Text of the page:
Pension and 401(k) plans often have set up costs and may require ongoing record-keeping charges. If you have a pension plan, you will also likely be required to have an actuary review the plan to keep it compliant. While not cheap, the cost of these types of plans pales in comparison to the potential tax savings.

The biggest drawback for pension plans is that you will likely need to commit to minimum funding levels for about five years. The minimum levels are based on your business profits. If business declines, your commitment will be lowered.

Keep in mind the contribution for your employees are also tax deductible. With proper planning, much of the funding can go towards the owner. The plan I funded this week had 85% of the company’s money going to the owner of the business. These percentages will vary depending on the size of the business, payroll, etc.

Who should consider a Pension / 401(k) Combo Stack Plan?

Self-employed or small business owners, with high incomes, are drawn to these types of plans. Higher income results in more tax liabilities that these individuals want to minimize. Similarly, the more you make the more you will need to save for a comfortable retirement. With a combo you could potentially stash away $150,000 per year pre-tax, perhaps even more.

While these plans are a great option to consider for anyone wanting to play catch-up for retirement, self-employed or small business owners, who are able and want to sock away large amounts of money, could benefit from these plans as well. Being near 50 or older helps.

If you are looking to save less than $55,000 per year, a typical 401(k) plan may be the better option. Keep the 401(k) / Pension combo on your radar if you are looking to save more now, or in the future, Your CPA or financial advisor likely will not recommend it.

Assuming the new 37% tax bracket, maxing out this plan could save you more than $55,500 in federal taxes. Also, your state tax bill will be reduced if you live in a state with income taxes. For those trying to stay below the new 20% tax break pass-through income limits, this can help in that respect as well.  It’s not what you make but what you keep. With that in mind, don’t make strategic tax planning something you do just once a year. The cost is too dang high.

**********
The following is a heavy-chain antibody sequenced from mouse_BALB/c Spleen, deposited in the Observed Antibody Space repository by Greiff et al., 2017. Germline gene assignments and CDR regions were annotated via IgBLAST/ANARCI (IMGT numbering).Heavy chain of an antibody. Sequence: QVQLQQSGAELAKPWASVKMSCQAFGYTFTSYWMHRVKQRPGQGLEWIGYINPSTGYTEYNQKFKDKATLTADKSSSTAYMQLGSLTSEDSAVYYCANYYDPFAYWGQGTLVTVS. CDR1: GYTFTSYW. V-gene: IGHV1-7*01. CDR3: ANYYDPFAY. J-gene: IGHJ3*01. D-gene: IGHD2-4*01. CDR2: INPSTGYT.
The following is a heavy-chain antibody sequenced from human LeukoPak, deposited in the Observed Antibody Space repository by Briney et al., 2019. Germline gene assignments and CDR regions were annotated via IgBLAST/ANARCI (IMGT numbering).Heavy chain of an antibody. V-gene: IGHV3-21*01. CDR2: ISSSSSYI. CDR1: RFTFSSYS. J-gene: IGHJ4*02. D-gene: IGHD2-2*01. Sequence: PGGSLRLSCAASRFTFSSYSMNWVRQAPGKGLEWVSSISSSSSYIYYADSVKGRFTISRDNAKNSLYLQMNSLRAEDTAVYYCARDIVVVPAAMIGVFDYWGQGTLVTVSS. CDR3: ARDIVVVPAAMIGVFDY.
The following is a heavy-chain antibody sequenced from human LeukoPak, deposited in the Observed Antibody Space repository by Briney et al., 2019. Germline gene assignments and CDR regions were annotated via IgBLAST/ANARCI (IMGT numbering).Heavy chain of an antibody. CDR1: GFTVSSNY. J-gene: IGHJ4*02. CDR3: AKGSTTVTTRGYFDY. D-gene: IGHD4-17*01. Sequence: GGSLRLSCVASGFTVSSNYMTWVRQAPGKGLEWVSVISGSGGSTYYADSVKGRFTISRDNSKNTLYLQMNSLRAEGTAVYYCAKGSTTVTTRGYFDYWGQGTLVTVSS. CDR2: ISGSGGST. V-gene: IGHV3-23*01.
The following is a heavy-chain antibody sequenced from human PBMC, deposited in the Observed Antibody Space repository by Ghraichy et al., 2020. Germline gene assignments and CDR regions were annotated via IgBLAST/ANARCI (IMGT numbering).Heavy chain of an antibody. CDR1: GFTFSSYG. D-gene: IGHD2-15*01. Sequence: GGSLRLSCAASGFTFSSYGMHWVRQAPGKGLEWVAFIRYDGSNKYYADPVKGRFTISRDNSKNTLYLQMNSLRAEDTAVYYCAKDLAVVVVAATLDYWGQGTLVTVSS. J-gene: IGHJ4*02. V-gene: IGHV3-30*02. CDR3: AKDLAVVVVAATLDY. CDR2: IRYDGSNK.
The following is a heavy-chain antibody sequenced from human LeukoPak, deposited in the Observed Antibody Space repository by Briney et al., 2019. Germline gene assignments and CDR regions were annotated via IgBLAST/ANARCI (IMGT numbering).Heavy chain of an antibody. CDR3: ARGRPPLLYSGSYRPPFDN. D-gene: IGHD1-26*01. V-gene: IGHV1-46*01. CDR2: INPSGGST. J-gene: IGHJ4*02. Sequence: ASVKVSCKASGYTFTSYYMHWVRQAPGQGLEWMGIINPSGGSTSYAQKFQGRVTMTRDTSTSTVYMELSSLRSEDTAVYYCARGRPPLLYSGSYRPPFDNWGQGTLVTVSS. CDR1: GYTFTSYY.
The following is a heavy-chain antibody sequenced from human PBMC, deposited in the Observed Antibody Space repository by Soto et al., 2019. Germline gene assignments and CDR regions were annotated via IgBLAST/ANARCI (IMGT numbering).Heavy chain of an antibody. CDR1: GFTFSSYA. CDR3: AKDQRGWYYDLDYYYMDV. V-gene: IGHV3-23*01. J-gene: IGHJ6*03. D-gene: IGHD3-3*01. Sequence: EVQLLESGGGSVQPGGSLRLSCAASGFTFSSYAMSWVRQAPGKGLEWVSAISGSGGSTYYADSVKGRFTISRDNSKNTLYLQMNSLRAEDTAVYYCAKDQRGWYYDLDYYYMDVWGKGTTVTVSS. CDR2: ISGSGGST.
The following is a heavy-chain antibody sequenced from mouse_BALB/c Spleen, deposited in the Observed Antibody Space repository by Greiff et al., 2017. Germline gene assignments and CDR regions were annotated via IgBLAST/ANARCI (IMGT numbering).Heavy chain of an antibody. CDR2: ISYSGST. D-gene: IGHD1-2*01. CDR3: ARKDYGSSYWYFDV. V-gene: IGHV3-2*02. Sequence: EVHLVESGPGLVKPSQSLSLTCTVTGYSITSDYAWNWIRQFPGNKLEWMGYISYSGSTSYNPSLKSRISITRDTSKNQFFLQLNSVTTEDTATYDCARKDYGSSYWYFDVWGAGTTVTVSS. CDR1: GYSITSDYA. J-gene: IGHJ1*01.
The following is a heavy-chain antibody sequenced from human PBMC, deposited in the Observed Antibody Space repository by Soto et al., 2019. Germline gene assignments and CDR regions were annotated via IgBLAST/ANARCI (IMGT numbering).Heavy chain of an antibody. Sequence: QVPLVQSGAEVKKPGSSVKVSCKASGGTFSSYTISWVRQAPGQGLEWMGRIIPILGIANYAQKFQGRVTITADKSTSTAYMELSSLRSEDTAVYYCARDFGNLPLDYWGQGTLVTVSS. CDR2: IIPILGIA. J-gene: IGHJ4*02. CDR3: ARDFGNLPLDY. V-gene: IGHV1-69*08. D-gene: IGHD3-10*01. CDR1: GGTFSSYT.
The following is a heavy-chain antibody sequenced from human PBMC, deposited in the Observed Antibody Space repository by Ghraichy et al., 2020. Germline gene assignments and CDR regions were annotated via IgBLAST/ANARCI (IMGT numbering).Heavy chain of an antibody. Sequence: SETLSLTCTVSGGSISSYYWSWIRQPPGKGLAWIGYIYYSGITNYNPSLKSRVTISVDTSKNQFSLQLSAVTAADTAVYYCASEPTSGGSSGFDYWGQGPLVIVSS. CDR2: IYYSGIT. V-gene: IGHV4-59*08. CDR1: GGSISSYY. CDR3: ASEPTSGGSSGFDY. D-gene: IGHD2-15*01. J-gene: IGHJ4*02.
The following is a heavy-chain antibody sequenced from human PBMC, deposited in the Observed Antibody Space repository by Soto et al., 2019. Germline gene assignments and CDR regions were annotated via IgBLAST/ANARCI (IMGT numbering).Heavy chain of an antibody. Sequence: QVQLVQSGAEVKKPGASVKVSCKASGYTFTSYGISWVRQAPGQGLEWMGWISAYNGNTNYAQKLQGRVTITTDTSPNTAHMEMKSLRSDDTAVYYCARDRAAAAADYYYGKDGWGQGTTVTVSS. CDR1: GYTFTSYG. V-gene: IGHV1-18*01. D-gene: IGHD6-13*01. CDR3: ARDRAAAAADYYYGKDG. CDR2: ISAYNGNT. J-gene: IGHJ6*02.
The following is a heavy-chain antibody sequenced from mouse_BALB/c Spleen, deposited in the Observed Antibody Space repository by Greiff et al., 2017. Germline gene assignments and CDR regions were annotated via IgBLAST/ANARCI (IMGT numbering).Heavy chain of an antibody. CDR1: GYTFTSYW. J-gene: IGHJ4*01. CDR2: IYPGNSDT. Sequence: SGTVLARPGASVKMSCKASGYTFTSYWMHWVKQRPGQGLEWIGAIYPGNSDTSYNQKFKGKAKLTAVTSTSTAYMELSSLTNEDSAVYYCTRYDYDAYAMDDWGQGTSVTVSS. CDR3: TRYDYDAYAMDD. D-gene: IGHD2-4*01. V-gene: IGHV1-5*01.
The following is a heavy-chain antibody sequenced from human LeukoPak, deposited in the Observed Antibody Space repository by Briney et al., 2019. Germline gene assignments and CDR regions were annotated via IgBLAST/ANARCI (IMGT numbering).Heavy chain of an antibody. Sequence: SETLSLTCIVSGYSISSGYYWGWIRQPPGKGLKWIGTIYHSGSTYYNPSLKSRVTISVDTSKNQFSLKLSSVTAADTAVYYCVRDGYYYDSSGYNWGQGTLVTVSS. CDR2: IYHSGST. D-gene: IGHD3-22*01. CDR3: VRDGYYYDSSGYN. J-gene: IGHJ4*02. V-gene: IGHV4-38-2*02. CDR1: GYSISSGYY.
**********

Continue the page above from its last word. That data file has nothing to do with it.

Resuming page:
Using Pension 401(k) Stack to get more of the Pass Through 20% Tax Break

You may have heard of the new 20% tax break for pass-through entities which started in 2018. Some of the more common examples include sole proprietors, S Corps, LLCs and partnerships. If you are running a pass-through entity that would be considered a “service” and the 20% deduction will phase out as your income increases. For single filers, this phaseout begins at $157,500 and will be completely eliminated on income if your income is more than $207,500 for 2018.  The numbers are a little higher for married couples with the phaseout beginning at $315,000 and ending at $415,000.

Look at it this way, your retirement plan contributions will give you a deduction for contributing. Those contributions may also help lower your income threshold, listed above. If so, you will be able to maintain the 20% pass through tax break. You can either earn less money or, in some cases, write a check to yourself in the form of 401(k) and pension contributions. Which would you prefer?

Many business owners and partners of firms are looking for larger tax deductions and accelerated retirement savings. Cash balance Plans can help provide above-the-line deductions that directly reduce ordinary income dollar for dollar.

Contact TRA today, to deliver unparalleled service, superior retirement plan design, and significant tax savings.